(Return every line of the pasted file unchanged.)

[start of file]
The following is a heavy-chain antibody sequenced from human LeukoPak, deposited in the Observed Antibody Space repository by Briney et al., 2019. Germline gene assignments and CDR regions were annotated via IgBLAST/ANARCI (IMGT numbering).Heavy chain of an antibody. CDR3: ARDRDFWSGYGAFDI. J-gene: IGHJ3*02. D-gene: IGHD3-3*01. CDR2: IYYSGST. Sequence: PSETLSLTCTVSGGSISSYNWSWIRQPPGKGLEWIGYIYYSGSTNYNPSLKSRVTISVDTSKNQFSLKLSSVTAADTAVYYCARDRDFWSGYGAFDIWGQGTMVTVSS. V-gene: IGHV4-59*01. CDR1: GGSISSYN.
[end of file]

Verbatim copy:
The following is a heavy-chain antibody sequenced from human LeukoPak, deposited in the Observed Antibody Space repository by Briney et al., 2019. Germline gene assignments and CDR regions were annotated via IgBLAST/ANARCI (IMGT numbering).Heavy chain of an antibody. CDR3: ARDRDFWSGYGAFDI. J-gene: IGHJ3*02. D-gene: IGHD3-3*01. CDR2: IYYSGST. Sequence: PSETLSLTCTVSGGSISSYNWSWIRQPPGKGLEWIGYIYYSGSTNYNPSLKSRVTISVDTSKNQFSLKLSSVTAADTAVYYCARDRDFWSGYGAFDIWGQGTMVTVSS. V-gene: IGHV4-59*01. CDR1: GGSISSYN.